This science teacher puts the fun in fundamentals
By Jessica Laskey
Dr. Kellie Whited is the kind of cool teacher you always wanted as a kid. She’s trained exotic animals and appeared on “The Tonight Show.” She’s worked on a language project with chimpanzees. She loves “Star Wars,” and she created a summer-school class called The Science of “Star Wars.” Her classroom at Sacramento Country Day School is the unofficial student union, where students hang out at all hours of the day. Whited couldn’t be happier in her role as teacher, mentor and “Science Lady,” as her lower-school students affectionately refer to her.
“I’ve had many weird jobs,” Whited says. “They’ve all prepared me to do what I do now. I feel like taking many different paths leads you to where you’re meant to be.”
A native of San Diego,Kellie Whited came to UC Davis to study veterinary medicine and worked at Marine World during the summers. After earning her bachelor’s degree, she worked at the San Diego Wild Animal Park with pretty much any animal they could throw at her: cats, birds, snakes, you name it. (“The birds are the most unpredictable,” Whited says. “Happy one minute, biting you the next.”)
This work experience led her to “stalk” Joan Embery, the longtime international ambassador for the San Diego Zoo who appeared with exotic animals on “The Tonight Show” with both Johnny Carson and Jay Leno. Kellie Whited contacted Embery and convinced her to allow her to intern, which led to Whited’s own appearances on the show.
Despite fulfilling a childhood goal, Kellie Whited found she missed Davis, so she returned to the university to work for a lab and earn her Ph.D. studying the digestion of fats in the body. She began to teach at UC Davis as well as Cosumnes River College. During these lecturing stints, a friend who worked at Sacramento Country Day approached her about teaching a nutrition class at the K–12 school. She accepted the job and was soon teaching one high school class a day while also pregnant with her first son, writing her dissertation and lecturing.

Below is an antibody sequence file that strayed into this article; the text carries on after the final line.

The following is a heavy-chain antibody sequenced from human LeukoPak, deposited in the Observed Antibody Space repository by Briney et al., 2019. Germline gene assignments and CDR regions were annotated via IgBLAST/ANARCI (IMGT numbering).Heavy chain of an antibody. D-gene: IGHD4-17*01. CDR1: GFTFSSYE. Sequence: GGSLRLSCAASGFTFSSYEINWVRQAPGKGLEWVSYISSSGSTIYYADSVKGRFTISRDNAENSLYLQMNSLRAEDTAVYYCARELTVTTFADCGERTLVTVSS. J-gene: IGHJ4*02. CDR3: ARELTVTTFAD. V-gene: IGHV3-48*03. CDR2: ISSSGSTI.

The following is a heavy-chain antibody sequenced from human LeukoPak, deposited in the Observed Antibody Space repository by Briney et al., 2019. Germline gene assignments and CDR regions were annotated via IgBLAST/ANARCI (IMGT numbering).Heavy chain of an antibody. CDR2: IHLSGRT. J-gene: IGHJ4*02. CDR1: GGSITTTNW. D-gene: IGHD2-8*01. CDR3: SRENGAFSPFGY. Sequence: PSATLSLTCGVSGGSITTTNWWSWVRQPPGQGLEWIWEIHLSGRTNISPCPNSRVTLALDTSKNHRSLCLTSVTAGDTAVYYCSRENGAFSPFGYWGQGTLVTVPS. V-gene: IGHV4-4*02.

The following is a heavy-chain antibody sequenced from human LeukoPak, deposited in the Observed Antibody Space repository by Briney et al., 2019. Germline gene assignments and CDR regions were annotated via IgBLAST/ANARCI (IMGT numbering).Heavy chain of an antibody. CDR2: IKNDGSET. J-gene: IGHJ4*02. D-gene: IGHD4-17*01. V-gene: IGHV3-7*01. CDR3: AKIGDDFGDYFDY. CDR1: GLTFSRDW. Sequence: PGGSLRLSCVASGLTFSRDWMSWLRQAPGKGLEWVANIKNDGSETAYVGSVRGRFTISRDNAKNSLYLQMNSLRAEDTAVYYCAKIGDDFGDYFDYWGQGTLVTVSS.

“I never thought I would be a high school teacher,” Whited admits, though she says the fact that her students “don’t bite me or pee on me” like her former animal charges has its benefits. But she found herself falling in love with “the big kids” and the ways she could open their eyes to the wide world of science.
“Kids often think that if they like science, they have to be a doctor,” says Whited, who lives within walking distance of Country Day. “Science isn’t all lab coats and chemicals. It’s silly and messy and fun. There are so many other options.”
Fun is a key component in Kellie Whited’s classroom. As a teacher of biology, anatomy, physiology and nutrition for the high school and the coordinator of all things science for the lower school, she’s all about hands-on activities (she starts kids on dissections as early as kindergarten) and experimentation.
“The most important thing for kids to know is that failure is OK,” Whited says. “Go ahead. Take a wild stab and make a fool of yourself. You’re failing in a safe environment. But you have to keep asking questions.”
Last November, Sacramento Country Day participated in PhUn Week!, a partnership with Sacramento State in which students in kindergarten through fifth grade learned about physiology. They constructed models of the respiratory system using Gatorade bottles and tested neural signaling in cockroach legs. If that sounds like it requires a lot of focus for such young students, Whited’s response is clear.
“Kids are sponges,” she says. “They want to learn, and we don’t want them to get to a point where they think science is too hard. By exposing them to things early on and learning through play, they won’t experience culture shock once they get to the higher grades and start tackling more complex concepts.”
For more information about Sacramento Country Day School, go to saccds.org.
Jessica Laskey can be reached at email@example.com.